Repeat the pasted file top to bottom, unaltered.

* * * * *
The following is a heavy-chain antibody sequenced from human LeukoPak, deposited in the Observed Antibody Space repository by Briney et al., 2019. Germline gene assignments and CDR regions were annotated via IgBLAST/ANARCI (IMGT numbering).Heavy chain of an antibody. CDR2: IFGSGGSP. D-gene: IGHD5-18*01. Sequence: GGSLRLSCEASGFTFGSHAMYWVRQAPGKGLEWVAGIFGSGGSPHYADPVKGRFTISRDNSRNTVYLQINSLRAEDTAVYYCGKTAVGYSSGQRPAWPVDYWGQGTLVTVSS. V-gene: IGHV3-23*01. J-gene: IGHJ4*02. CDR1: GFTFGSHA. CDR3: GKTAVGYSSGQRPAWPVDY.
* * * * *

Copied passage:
The following is a heavy-chain antibody sequenced from human LeukoPak, deposited in the Observed Antibody Space repository by Briney et al., 2019. Germline gene assignments and CDR regions were annotated via IgBLAST/ANARCI (IMGT numbering).Heavy chain of an antibody. CDR2: IFGSGGSP. D-gene: IGHD5-18*01. Sequence: GGSLRLSCEASGFTFGSHAMYWVRQAPGKGLEWVAGIFGSGGSPHYADPVKGRFTISRDNSRNTVYLQINSLRAEDTAVYYCGKTAVGYSSGQRPAWPVDYWGQGTLVTVSS. V-gene: IGHV3-23*01. J-gene: IGHJ4*02. CDR1: GFTFGSHA. CDR3: GKTAVGYSSGQRPAWPVDY.